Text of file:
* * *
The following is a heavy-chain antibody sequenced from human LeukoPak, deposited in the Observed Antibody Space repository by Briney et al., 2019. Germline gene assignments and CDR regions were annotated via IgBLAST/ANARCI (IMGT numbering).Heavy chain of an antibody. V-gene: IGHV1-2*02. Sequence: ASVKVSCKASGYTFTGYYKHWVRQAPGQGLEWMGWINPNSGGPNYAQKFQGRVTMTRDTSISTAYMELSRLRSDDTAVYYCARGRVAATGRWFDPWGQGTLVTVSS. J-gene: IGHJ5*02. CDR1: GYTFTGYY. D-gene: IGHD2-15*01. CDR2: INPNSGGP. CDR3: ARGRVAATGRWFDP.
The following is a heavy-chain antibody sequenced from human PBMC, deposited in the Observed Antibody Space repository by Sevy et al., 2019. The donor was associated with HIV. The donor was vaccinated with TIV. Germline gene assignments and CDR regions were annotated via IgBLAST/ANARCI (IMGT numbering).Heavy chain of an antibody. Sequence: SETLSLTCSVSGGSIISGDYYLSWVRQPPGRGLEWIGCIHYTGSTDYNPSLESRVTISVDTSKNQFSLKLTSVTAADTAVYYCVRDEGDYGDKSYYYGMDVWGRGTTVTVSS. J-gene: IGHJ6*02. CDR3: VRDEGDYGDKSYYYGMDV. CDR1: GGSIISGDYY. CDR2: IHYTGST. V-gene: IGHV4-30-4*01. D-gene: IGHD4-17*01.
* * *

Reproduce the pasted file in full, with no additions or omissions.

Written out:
The following is a heavy-chain antibody sequenced from human LeukoPak, deposited in the Observed Antibody Space repository by Briney et al., 2019. Germline gene assignments and CDR regions were annotated via IgBLAST/ANARCI (IMGT numbering).Heavy chain of an antibody. V-gene: IGHV1-2*02. Sequence: ASVKVSCKASGYTFTGYYKHWVRQAPGQGLEWMGWINPNSGGPNYAQKFQGRVTMTRDTSISTAYMELSRLRSDDTAVYYCARGRVAATGRWFDPWGQGTLVTVSS. J-gene: IGHJ5*02. CDR1: GYTFTGYY. D-gene: IGHD2-15*01. CDR2: INPNSGGP. CDR3: ARGRVAATGRWFDP.
The following is a heavy-chain antibody sequenced from human PBMC, deposited in the Observed Antibody Space repository by Sevy et al., 2019. The donor was associated with HIV. The donor was vaccinated with TIV. Germline gene assignments and CDR regions were annotated via IgBLAST/ANARCI (IMGT numbering).Heavy chain of an antibody. Sequence: SETLSLTCSVSGGSIISGDYYLSWVRQPPGRGLEWIGCIHYTGSTDYNPSLESRVTISVDTSKNQFSLKLTSVTAADTAVYYCVRDEGDYGDKSYYYGMDVWGRGTTVTVSS. J-gene: IGHJ6*02. CDR3: VRDEGDYGDKSYYYGMDV. CDR1: GGSIISGDYY. CDR2: IHYTGST. V-gene: IGHV4-30-4*01. D-gene: IGHD4-17*01.